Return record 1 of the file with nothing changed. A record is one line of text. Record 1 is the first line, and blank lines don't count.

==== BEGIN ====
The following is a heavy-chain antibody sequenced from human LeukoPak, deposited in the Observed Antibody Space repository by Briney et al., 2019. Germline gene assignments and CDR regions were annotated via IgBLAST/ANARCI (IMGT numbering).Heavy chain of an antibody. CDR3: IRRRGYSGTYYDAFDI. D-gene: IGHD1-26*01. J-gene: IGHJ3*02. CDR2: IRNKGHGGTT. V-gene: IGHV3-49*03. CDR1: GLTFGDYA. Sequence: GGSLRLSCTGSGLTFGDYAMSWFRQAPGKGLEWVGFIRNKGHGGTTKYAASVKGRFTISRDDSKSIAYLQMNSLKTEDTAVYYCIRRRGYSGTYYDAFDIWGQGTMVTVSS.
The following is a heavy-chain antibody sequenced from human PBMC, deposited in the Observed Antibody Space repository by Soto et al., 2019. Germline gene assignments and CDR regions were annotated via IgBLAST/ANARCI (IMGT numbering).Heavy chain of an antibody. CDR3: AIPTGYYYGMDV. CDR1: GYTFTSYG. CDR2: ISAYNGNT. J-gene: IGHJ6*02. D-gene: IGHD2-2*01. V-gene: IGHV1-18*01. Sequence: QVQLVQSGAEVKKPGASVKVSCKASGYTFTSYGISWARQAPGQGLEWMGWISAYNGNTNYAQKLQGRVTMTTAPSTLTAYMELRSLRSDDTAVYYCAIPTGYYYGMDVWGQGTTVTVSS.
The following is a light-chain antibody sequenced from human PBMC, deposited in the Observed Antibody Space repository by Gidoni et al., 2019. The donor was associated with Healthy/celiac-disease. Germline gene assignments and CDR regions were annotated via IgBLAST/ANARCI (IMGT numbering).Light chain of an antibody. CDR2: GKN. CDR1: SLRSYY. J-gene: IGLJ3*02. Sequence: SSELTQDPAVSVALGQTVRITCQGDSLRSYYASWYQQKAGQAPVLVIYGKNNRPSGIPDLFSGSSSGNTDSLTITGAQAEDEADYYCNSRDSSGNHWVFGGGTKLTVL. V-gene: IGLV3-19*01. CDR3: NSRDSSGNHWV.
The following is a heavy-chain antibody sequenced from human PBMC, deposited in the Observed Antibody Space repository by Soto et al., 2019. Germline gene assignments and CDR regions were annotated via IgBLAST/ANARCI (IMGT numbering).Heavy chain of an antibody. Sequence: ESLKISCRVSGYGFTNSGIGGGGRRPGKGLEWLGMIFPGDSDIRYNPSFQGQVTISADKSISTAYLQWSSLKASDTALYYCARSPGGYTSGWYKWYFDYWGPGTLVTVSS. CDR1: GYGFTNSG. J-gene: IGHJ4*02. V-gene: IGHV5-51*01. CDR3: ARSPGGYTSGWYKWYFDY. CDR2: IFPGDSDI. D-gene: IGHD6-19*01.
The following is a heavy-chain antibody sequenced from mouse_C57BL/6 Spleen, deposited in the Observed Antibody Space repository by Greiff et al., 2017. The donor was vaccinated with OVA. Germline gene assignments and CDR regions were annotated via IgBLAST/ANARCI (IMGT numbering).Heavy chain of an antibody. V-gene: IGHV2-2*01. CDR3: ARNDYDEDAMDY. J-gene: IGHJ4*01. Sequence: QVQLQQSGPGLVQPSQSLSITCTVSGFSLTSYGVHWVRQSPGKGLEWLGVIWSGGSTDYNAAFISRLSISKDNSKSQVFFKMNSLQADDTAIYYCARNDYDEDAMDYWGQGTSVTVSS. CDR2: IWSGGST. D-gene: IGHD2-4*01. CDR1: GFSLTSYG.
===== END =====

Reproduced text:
The following is a heavy-chain antibody sequenced from human LeukoPak, deposited in the Observed Antibody Space repository by Briney et al., 2019. Germline gene assignments and CDR regions were annotated via IgBLAST/ANARCI (IMGT numbering).Heavy chain of an antibody. CDR3: IRRRGYSGTYYDAFDI. D-gene: IGHD1-26*01. J-gene: IGHJ3*02. CDR2: IRNKGHGGTT. V-gene: IGHV3-49*03. CDR1: GLTFGDYA. Sequence: GGSLRLSCTGSGLTFGDYAMSWFRQAPGKGLEWVGFIRNKGHGGTTKYAASVKGRFTISRDDSKSIAYLQMNSLKTEDTAVYYCIRRRGYSGTYYDAFDIWGQGTMVTVSS.